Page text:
July 20, 2016

Greek Folk Traditions and the Prophet Elias

By John Sanidopoulos

The Prophet Elias (the Greek rendering of Elijah) is honored by the Orthodox Church on July 20th. Along with this festival many traditions and customs have become associated with his name, not only in Slavic lands, Bulgaria and Serbia, but especially in Greece, with its hundreds of monasteries, churches, chapels and shrines dedicated to him, particularly on mountaintops and high places.

In many regions of Greece, especially Thrace and Macedonia, the Prophet Elias is considered the overseer of rain, thunder, lightning, and the wind. This likely comes from the Old Testament, where it says that Elias prevented rain from falling on the land of Israel in his days by the word of his mouth for three years, at which time again by his word he was able to make it rain and relieve the land of its drought. Folklore says that lightning and thunder are his weapons and he unleashes them as he chases the devil, or variously, the dragon, across the heavens in his chariot, and he also prevents insects from destroying crops. It is perhaps this reason why the Prophet Elias has almost a monopoly on churches closest to the heavens.

It had been pointed out by the Greek folklorist Nikolas Polites, with a high degree of probability, that these attributes of Elias represented an appropriation of the principal characteristics of the pagan Greek god Zeus, who was also known as the god of thunder, rain, and the skies, and to whom heights were sacred. Furthermore, both by the philological proximity of the names Elias and Helios (in Greek by one letter), and by further appropriation, it has been indicated, again with a high degree of probability, that the veneration of the Prophet Elias expropriated the functions of the sun god Helios; also close in position and function to Zeus.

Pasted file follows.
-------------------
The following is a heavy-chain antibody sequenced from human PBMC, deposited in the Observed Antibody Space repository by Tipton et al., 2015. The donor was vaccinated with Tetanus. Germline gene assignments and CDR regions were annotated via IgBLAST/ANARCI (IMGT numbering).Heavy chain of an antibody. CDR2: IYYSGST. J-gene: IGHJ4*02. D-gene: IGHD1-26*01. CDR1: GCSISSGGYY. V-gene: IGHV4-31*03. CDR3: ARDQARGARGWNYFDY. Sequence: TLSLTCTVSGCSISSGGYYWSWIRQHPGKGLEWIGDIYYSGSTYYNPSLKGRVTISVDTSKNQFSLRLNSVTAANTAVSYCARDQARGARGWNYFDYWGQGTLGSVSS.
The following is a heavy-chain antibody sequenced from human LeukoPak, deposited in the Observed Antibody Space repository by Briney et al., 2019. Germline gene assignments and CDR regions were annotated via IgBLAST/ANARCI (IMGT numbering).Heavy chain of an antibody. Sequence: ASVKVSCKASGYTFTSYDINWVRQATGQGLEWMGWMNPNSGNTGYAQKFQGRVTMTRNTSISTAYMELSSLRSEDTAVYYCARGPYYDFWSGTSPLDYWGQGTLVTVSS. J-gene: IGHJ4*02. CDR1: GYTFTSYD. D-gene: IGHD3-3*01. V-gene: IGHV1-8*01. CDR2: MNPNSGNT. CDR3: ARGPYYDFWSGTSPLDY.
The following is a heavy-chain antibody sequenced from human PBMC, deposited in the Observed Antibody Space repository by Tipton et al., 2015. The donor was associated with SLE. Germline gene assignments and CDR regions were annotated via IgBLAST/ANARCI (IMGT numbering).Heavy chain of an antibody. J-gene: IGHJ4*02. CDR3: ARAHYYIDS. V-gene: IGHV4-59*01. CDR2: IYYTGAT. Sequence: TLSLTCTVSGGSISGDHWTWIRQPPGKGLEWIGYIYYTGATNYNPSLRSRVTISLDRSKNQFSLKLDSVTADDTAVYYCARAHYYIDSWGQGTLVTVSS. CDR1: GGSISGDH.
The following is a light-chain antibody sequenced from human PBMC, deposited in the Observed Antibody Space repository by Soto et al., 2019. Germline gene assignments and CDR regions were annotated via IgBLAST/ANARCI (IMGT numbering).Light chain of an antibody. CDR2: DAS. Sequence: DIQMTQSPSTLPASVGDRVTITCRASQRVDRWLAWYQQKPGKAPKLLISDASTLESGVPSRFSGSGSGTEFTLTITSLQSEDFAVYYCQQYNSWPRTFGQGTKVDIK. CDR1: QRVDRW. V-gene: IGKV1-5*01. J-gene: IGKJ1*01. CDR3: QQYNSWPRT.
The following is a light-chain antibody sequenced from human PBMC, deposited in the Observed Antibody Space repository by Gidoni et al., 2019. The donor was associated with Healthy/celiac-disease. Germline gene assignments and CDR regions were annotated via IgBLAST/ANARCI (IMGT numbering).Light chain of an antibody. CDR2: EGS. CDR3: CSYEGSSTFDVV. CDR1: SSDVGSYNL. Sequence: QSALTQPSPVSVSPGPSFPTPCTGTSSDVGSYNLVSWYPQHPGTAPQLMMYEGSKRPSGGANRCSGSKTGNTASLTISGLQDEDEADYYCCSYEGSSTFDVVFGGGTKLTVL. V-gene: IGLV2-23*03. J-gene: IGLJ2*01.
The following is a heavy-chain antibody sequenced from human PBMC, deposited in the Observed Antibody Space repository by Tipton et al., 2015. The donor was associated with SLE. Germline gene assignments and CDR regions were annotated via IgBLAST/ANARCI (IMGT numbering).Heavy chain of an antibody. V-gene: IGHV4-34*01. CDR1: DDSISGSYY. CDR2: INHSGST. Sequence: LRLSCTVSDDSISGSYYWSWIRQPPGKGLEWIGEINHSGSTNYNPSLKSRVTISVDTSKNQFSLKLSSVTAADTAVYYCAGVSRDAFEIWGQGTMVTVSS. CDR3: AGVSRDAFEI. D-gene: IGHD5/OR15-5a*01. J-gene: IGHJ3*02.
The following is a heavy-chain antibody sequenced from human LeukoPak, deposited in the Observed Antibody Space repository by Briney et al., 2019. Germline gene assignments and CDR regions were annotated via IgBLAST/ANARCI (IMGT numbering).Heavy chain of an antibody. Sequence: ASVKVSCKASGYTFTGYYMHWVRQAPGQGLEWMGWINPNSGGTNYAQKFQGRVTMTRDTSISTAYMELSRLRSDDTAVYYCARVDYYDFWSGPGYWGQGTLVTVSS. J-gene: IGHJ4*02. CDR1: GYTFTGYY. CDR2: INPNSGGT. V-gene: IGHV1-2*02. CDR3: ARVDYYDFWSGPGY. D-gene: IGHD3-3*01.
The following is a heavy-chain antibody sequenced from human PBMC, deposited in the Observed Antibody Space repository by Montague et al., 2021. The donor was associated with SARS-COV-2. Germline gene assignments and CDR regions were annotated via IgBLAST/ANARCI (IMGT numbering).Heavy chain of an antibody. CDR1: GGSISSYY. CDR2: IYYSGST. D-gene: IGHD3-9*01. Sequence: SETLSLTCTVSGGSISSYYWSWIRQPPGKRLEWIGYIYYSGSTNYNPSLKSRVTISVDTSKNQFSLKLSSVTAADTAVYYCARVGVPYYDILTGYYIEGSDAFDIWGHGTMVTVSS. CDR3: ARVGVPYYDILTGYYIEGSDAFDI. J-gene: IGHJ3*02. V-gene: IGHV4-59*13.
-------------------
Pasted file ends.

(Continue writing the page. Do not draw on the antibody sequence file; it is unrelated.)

The connection between Helios, or the Sun, and Elias, besides very similar pronunciations in post-classical Greek, also has to do with the Prophet Elias who rode in his chariot of fire to heaven (2 Kings 2:11), just as Helios drove the chariot of the sun across the sky; and the holocaust sacrifice offered by Elias and burned by fire from heaven (1 Kings 18:38) corresponds to the sun warming the earth.

Sedulius writes poetically in the fifth century that the "bright path to glittering heaven" suits Elias both "in merits and name", as changing one letter makes his name "Helios"; but he does not identify the two. A homily titled "The Ascension of Elias", misattributed to Chrysostom, claims that poets and painters use the ascension of Elias as a model for their depictions of the sun, and says that "Elias is really Helios". Saint Patrick appears to conflate Helios and Elias. In modern times, much Greek folklore also connects Elias with the sun.

As mentioned, in Greece, chapels and monasteries dedicated to Prophet Elias are often found on mountaintops, which themselves are often named after him. Since Wachsmuth (1864), the usual explanation for this has been that Elias was identified with Helios, who had mountaintop shrines. But few shrines of Helios were on mountaintops, and sun-worship was subsumed by Apollo-worship by Christian times, and so could not be confused with Elias. The modern folklore is not good evidence for the origin of the association of the sun, Elias, and mountaintops. Perhaps Elias is simply a "natural patron of high places".

The association of Elias with mountaintops seems to come from a different pagan tradition: Elias took on the attributes and the locales associated with Zeus, especially his associations with mountains and his powers over rain, thunder, lighting, and wind. A map of mountain-cults of Zeus shows that most of these sites are now dedicated to Elias, including Mount Olympus, Mount Lykaion, Mount Arachnaion, and Mount Taleton on the mainland, and Mount Kenaion, Mount Oche, and Mount Kynados in the islands. Of these, the only one with a recorded tradition of a Helios cult is Mount Taleton.